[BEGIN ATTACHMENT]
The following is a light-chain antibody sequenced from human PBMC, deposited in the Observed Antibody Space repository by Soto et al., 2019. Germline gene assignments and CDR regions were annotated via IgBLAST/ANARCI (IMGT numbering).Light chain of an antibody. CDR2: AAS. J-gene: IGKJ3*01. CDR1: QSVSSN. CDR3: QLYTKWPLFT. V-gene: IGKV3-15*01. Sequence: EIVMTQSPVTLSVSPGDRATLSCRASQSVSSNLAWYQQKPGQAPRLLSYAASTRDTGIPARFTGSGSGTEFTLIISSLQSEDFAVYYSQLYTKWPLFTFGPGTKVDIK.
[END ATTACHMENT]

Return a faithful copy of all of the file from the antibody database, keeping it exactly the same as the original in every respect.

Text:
The following is a light-chain antibody sequenced from human PBMC, deposited in the Observed Antibody Space repository by Soto et al., 2019. Germline gene assignments and CDR regions were annotated via IgBLAST/ANARCI (IMGT numbering).Light chain of an antibody. CDR2: AAS. J-gene: IGKJ3*01. CDR1: QSVSSN. CDR3: QLYTKWPLFT. V-gene: IGKV3-15*01. Sequence: EIVMTQSPVTLSVSPGDRATLSCRASQSVSSNLAWYQQKPGQAPRLLSYAASTRDTGIPARFTGSGSGTEFTLIISSLQSEDFAVYYSQLYTKWPLFTFGPGTKVDIK.